Sunday, September 14, 2014

Review of Two WoodRiver Vises: Pattern Makers' and Gunstock

Long ago, I drooled on the Tucker vise page of the Lee Valley catalog. Seemed really nice; seemed really expensive.  So I punted and got a typical quick-release vise.  Works great, for flat stuff.

Recently, I took a class from Michael Fortune and had him over to my shop.  Showed him my projects and he recommended these two vises from WoodRiver.

The Pattern Makers' vise is an Emmert vise-like vise (as was the Tucker, which is no longer made).  The Gunstock vise is a different style vise, but has a lot of uses.

In this review, I'll show you what they do and how I used them on some curved and tapered table legs I'm working on right now.

They aren't cheap so getting a chance to see them swing around and how you can use them is likely a good thing.

Tuesday, August 5, 2014

Something from Left Field: Fiberglassing your Fingernail

No, seriously, crazy cracks on toenails happen often enough in hockey and this is what I do to fix that problem except this time it was for a fingernail that couldn't stop snagging on everything.  Like the pillowcase.  Right after you roll over.

Saturday, July 26, 2014

Angle Madness! - Finishing the Burl Panels

The burl panels for the Angle Madness project need to be pre-finished before gluing them into the drawer tiers.  I did a number of color experiments before picking a color for the panels then shot them with Polyacrylic before wet sanding to a high gloss finish.  If you've already wet sanded a hard film finish, this video won't have much for you.  If not, hopefully the process, the experiments, the repair, and all that will be interesting enough even though "it's finishing" :)

Next episode, which starts recording as soon as I hit post on this, will make trap doors in the back of these pre-finished panels for pushing cables into the back column. I may do the special episode on wire inlay first since it will cover more of how the wire for those doors will be attached.  Not sure yet!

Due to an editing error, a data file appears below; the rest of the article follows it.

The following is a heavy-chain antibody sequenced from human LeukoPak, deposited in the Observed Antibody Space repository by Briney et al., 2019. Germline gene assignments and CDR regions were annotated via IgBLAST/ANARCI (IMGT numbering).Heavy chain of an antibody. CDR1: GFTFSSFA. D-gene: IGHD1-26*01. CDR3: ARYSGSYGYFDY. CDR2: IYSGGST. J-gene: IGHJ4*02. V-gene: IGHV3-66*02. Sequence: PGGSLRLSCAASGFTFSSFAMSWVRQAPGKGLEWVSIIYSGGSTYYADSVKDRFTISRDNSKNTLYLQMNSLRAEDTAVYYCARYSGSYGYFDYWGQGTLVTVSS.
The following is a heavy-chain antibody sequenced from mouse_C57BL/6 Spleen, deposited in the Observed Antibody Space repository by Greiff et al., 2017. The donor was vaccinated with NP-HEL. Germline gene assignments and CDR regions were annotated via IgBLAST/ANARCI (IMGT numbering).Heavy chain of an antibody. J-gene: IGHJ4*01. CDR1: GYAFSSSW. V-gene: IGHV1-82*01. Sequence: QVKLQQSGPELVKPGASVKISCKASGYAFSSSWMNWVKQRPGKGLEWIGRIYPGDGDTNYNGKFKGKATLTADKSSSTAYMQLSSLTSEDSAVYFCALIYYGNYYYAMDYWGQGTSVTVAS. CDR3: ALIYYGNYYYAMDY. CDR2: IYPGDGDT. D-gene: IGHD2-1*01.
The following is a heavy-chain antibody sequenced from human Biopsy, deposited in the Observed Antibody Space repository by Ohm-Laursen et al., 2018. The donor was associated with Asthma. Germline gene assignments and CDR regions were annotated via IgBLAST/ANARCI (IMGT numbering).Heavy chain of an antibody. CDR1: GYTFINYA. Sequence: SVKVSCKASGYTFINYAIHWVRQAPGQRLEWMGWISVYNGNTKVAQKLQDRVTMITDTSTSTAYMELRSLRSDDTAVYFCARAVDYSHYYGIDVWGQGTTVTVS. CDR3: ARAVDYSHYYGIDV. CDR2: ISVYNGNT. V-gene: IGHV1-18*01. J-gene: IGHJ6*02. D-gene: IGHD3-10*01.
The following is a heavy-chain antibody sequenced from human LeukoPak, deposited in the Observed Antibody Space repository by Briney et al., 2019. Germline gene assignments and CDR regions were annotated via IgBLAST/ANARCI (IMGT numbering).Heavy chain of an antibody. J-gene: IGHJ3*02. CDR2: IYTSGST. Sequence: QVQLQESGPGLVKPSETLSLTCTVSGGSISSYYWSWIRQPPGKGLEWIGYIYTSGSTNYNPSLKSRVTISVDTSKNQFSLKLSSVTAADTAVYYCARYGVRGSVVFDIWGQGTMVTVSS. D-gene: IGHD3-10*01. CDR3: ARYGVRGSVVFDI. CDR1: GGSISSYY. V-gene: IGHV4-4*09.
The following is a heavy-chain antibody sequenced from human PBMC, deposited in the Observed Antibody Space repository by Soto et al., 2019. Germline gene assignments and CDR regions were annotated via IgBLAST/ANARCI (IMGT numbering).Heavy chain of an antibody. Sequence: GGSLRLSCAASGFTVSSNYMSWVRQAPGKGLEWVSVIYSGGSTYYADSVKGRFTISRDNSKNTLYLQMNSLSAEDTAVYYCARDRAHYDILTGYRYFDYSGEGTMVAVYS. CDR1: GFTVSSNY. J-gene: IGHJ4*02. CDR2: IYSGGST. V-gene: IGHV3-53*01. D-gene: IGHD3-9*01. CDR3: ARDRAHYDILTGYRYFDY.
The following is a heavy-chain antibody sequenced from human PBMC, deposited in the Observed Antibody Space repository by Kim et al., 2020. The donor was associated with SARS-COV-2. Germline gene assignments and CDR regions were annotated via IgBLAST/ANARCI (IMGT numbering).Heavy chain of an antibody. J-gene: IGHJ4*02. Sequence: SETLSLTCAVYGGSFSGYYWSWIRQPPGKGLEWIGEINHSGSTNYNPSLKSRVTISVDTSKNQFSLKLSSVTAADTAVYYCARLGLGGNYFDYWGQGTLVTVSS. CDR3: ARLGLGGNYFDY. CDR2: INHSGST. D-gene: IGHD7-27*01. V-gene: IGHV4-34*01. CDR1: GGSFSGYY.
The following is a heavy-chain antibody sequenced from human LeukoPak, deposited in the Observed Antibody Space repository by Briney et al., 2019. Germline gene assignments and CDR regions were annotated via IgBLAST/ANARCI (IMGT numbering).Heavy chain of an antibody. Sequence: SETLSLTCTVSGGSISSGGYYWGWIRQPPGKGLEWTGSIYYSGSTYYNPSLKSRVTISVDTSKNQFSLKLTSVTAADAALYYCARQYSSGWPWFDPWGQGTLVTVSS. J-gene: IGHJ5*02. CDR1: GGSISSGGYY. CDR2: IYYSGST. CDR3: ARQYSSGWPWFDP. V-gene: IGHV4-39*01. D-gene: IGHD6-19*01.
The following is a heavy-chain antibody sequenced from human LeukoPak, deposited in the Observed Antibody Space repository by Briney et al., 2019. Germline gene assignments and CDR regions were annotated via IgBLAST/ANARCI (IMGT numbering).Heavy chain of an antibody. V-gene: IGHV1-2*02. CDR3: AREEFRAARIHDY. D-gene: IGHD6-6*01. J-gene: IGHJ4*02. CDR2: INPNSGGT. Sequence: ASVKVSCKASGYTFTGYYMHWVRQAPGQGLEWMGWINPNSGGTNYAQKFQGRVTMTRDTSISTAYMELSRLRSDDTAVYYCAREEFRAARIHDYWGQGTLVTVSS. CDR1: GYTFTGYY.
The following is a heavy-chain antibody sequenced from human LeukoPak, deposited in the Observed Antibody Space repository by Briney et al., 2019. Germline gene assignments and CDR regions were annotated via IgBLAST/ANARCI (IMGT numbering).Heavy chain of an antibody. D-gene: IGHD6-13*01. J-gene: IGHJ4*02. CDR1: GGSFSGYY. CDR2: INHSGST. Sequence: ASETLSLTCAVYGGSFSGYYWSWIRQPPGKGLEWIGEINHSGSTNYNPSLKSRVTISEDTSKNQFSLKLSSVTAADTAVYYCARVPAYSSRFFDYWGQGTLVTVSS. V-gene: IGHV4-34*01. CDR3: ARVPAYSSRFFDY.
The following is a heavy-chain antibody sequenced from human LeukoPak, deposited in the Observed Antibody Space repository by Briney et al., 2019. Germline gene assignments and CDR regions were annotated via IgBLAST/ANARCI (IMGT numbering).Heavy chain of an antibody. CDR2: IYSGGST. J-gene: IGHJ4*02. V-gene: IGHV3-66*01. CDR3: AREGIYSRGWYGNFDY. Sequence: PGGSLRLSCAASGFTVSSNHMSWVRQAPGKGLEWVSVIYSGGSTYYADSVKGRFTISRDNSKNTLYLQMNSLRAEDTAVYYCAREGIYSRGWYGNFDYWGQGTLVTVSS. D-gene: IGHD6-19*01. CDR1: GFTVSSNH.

And, yes, the past couple weeks with highs over 113ºF have been really draining! I want a ride inside a Zamboni!

Friday, July 18, 2014

Foredom Inlay Router Guide Ring Base Adapter

I've been playing with wire inlay recently as there's 35 feet of it for the Angle Madness project. Along the way, I had to make some new base adapters for the Foredom inlay router base.  Mine is the William Ng version; it is based on an earlier version of the Stewart-MacDonald base that has since had some nice improvements (link is to the new one).  Both are fantastic.  William also sells the Foredom kit.

Also, the small router bits mentioned in the video are also from William's store; I prefer these to others because of collar on them is precisely placed the same distance from the tip. Once you set a routing depth, you can swap bits by dropping them to the collar and you don't need to adjust the routing depth with the different bit... saves a lot of hassle with inlay routing.

In this video, I just walk you through how I made a simple base adapter to act like a router guide ring (or bushing or copy ring or likely a dozen other names :)

This adapter will get used to route a nice curved opening in the back of each drawer tier for getting all the equipment wires into the back column, but also look good when there's no equipment on the surface as would be the case if it weren't used as an entertainment center.

There are some unique problems to solve for the Angle Madness wire inlay as there are for a table I made in a class with Michael Fortune. I'll be gathering up what I learned about it in a special episode outside the Angle Madness series since it'll cover more than I need for that project.

Wednesday, June 11, 2014

Unexpected tool porn

Had the camera on while I was putting on a test coat; background video and all that.  While editing, I noticed what I did while on camera...

wait... is that what I think I did?!?

no... really?!?

Ghads! Used a Blue Spruce chisel to open a can of finish!?!?  I thought only NWWMOTHs did that (non-woodworker members of the household).

Ah, but it's okay!  :)

So last week, I was for-real putting on coats of finish on the Angle Madness panels. When I went to open the can of finish, I looked for the church key on the bench, but there were a bunch of Blue Spruce chisels cuz of a separate project.  I thought, "you know, it would be funny to have a Blue Spruce paint-can opener so I could open cans in style and freak out viewers when they see it happen".  Yeah yeah, I know, I need to get out more.

I sent the idea to Dave Jeske, owner of Blue Spruce Toolworks.  He replied quickly with:

Well, he liked it... back to finishing...

Then today I go to the mail and find a nice unexpected package:

Thanks, Dave, for what has to be the first and only Blue Spruce paint-can opener!  For the record, it required no honing before use.

Best I can tell, this is a by-request product so let him know if you want one by sending mail to Dave!

Think about it: put it by the paint cans so when your family need to open a can, naturally they'll reach for your "chisel" (-wink- -wink-) and find that indeed a chisel works wonderfully well at opening cans!

Your chisel stash will stay safe.  A stylish decoy, in Cocobolo.